(Vol. 13 No. 3 July 2008) In the years after 9/11, the Bush administration repeatedly charged that the Arab media are biased against the United States. A cross-border survey of 601 Arab journalists found that much of the conventional wisdom that has shaped U.S. public diplomacy  policy toward the region lacks substance.Arab journalists see their mission as that of driving political and social reform  in the Middle East and North Africa. Iraq and Palestine fall well below such internal Arab issues as political reform, human rights, poverty, and education as priority concerns. They draw a clear distinction between U.S. policy and the American people; criticize the U.S. for failing to live up to its ideals, which they largely share; and exhibit skepticism about the role of  the clergy. Politically, half call themselves “democrats,” and they most closely identify with the pan-Arab region and the  broader Muslim world, not with an individual nation-state.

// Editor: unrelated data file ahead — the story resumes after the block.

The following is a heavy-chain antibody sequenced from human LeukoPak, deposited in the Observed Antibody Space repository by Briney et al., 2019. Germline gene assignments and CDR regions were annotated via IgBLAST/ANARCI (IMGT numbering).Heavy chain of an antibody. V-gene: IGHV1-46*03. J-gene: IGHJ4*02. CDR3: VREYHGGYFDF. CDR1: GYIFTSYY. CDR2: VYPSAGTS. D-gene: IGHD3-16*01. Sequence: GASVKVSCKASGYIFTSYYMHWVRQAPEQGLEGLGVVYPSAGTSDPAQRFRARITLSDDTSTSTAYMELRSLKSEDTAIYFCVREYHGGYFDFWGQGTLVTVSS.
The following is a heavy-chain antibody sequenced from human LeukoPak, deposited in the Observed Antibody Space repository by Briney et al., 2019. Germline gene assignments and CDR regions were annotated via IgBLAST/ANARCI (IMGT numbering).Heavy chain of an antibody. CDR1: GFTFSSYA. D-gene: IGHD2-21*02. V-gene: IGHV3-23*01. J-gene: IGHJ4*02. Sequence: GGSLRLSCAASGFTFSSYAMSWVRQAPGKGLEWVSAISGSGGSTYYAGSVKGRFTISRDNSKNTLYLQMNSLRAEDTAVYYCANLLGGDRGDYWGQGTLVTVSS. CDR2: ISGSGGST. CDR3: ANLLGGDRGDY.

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By Lawrence Pintak

Lawrence Pintak is an award-winning journalist and scholar. He is a former CBS News Middle East correspondent and was founding dean of the Edward R. Murrow College of Communication at Washington State University (2009-2016). He was named a Fellow of the Society by the Society of Professional Journalists in 2017 for "outstanding service to the profession of journalism" around the world. Pintak is a contributor to ForeignPolicy.com, The Daily Beast, and other outlets. Read his articles at pintak.com. His books include Reflections in a Bloodshot Lens: America, Islam & The War of Ideas; Islam for Journalists (co-editor); The New Arab Journalist; and Seeds of Hate: How America’s Flawed Middle East Policy Ignited the Jihad. He holds a PhD in Islamic Studies from the University of Wales, Trinity St. David. Follow him on Twitter @LPintak.

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